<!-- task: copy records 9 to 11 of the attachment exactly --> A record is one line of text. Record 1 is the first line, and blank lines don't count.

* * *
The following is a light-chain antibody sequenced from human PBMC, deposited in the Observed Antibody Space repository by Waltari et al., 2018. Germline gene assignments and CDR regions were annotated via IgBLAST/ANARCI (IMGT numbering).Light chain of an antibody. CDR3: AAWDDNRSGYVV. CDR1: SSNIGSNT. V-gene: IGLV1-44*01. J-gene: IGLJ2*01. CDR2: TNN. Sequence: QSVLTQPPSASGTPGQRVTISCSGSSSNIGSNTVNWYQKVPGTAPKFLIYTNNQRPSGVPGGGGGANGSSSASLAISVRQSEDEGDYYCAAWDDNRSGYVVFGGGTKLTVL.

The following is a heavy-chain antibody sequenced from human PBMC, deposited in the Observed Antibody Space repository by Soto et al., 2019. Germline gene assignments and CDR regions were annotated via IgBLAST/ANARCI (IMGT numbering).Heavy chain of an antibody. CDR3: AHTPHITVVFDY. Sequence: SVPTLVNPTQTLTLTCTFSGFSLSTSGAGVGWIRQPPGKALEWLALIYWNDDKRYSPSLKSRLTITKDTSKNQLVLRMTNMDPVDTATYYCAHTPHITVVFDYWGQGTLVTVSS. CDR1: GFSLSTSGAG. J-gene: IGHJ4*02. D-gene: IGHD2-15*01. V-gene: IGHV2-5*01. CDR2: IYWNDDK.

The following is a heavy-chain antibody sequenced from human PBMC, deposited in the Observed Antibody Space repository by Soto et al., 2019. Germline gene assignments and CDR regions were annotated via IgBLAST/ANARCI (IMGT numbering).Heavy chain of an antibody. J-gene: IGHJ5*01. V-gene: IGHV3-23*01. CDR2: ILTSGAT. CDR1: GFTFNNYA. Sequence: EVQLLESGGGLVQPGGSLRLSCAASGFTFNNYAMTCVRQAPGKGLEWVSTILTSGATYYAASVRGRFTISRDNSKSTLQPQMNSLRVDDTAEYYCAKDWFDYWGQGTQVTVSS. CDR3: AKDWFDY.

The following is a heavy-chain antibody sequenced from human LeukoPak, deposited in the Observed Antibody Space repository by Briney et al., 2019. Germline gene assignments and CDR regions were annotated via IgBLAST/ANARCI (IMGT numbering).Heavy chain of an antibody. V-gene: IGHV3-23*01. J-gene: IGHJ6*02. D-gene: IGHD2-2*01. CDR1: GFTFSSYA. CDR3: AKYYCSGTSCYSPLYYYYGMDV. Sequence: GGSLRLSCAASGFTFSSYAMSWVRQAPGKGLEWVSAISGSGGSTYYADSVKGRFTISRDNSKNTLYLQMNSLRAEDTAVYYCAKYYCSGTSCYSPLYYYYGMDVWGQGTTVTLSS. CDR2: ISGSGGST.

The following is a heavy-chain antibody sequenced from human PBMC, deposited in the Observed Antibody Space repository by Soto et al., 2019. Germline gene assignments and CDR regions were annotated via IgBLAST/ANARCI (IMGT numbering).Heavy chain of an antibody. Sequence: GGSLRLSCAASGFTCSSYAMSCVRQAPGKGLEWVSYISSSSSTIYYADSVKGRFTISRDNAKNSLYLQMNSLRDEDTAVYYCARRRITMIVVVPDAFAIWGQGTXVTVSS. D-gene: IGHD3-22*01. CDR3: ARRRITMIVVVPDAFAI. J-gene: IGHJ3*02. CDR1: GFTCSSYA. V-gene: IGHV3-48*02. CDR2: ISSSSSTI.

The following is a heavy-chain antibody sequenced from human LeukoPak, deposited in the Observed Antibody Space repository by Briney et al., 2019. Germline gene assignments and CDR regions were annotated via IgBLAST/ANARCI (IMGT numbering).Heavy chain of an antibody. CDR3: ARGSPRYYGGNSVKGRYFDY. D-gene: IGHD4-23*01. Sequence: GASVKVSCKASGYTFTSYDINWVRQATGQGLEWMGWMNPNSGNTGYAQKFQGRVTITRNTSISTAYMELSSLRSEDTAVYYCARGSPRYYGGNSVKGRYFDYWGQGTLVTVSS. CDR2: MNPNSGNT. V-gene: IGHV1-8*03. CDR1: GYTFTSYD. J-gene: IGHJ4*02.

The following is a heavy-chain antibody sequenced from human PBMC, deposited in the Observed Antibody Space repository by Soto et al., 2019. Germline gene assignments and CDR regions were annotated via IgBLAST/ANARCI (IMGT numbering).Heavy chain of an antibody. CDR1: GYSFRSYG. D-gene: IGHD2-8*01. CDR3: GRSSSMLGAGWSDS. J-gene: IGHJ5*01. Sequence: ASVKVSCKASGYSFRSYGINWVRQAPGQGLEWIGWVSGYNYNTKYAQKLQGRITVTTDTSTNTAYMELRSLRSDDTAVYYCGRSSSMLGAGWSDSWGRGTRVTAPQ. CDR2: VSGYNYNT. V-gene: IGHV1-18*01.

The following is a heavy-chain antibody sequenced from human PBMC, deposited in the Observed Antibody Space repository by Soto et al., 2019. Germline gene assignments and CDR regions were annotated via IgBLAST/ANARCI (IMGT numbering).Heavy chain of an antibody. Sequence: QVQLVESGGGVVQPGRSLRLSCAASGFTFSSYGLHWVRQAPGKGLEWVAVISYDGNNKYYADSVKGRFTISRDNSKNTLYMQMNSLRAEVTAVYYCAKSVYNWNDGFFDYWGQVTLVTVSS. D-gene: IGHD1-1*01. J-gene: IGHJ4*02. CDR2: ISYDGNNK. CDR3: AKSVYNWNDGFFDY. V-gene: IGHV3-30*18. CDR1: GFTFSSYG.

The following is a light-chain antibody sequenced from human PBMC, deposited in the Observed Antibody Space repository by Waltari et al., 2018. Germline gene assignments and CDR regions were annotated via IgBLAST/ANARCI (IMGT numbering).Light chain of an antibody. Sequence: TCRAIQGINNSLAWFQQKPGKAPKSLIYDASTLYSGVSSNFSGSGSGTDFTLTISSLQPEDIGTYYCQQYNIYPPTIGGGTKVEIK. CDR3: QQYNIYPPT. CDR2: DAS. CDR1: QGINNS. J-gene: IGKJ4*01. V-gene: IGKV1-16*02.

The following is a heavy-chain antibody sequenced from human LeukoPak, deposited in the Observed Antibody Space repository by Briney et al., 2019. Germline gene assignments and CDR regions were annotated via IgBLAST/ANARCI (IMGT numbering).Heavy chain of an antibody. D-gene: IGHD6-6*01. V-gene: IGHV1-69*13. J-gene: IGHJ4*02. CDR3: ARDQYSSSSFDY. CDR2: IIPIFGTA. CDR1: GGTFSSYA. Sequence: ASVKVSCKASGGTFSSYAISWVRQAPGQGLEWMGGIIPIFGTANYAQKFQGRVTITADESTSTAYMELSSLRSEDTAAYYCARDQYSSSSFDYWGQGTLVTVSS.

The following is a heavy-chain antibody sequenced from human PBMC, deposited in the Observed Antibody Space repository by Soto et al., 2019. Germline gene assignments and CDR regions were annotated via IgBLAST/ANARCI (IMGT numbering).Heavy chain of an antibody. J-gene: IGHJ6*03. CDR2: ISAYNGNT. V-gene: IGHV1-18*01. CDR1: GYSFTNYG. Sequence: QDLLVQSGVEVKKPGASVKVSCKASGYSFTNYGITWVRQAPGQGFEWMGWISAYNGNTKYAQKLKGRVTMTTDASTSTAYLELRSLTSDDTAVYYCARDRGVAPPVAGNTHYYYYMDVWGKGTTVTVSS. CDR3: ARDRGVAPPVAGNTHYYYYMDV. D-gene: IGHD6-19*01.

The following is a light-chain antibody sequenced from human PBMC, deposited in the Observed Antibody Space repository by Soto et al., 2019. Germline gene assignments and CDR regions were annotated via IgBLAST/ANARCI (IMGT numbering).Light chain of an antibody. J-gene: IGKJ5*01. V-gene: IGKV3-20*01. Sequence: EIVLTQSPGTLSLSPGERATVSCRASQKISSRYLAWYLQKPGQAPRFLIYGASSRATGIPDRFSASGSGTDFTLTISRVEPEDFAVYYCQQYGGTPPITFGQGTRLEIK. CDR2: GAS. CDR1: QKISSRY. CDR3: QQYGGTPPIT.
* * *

The following is a light-chain antibody sequenced from human PBMC, deposited in the Observed Antibody Space repository by Waltari et al., 2018. Germline gene assignments and CDR regions were annotated via IgBLAST/ANARCI (IMGT numbering).Light chain of an antibody. Sequence: TCRAIQGINNSLAWFQQKPGKAPKSLIYDASTLYSGVSSNFSGSGSGTDFTLTISSLQPEDIGTYYCQQYNIYPPTIGGGTKVEIK. CDR3: QQYNIYPPT. CDR2: DAS. CDR1: QGINNS. J-gene: IGKJ4*01. V-gene: IGKV1-16*02.

The following is a heavy-chain antibody sequenced from human LeukoPak, deposited in the Observed Antibody Space repository by Briney et al., 2019. Germline gene assignments and CDR regions were annotated via IgBLAST/ANARCI (IMGT numbering).Heavy chain of an antibody. D-gene: IGHD6-6*01. V-gene: IGHV1-69*13. J-gene: IGHJ4*02. CDR3: ARDQYSSSSFDY. CDR2: IIPIFGTA. CDR1: GGTFSSYA. Sequence: ASVKVSCKASGGTFSSYAISWVRQAPGQGLEWMGGIIPIFGTANYAQKFQGRVTITADESTSTAYMELSSLRSEDTAAYYCARDQYSSSSFDYWGQGTLVTVSS.

The following is a heavy-chain antibody sequenced from human PBMC, deposited in the Observed Antibody Space repository by Soto et al., 2019. Germline gene assignments and CDR regions were annotated via IgBLAST/ANARCI (IMGT numbering).Heavy chain of an antibody. J-gene: IGHJ6*03. CDR2: ISAYNGNT. V-gene: IGHV1-18*01. CDR1: GYSFTNYG. Sequence: QDLLVQSGVEVKKPGASVKVSCKASGYSFTNYGITWVRQAPGQGFEWMGWISAYNGNTKYAQKLKGRVTMTTDASTSTAYLELRSLTSDDTAVYYCARDRGVAPPVAGNTHYYYYMDVWGKGTTVTVSS. CDR3: ARDRGVAPPVAGNTHYYYYMDV. D-gene: IGHD6-19*01.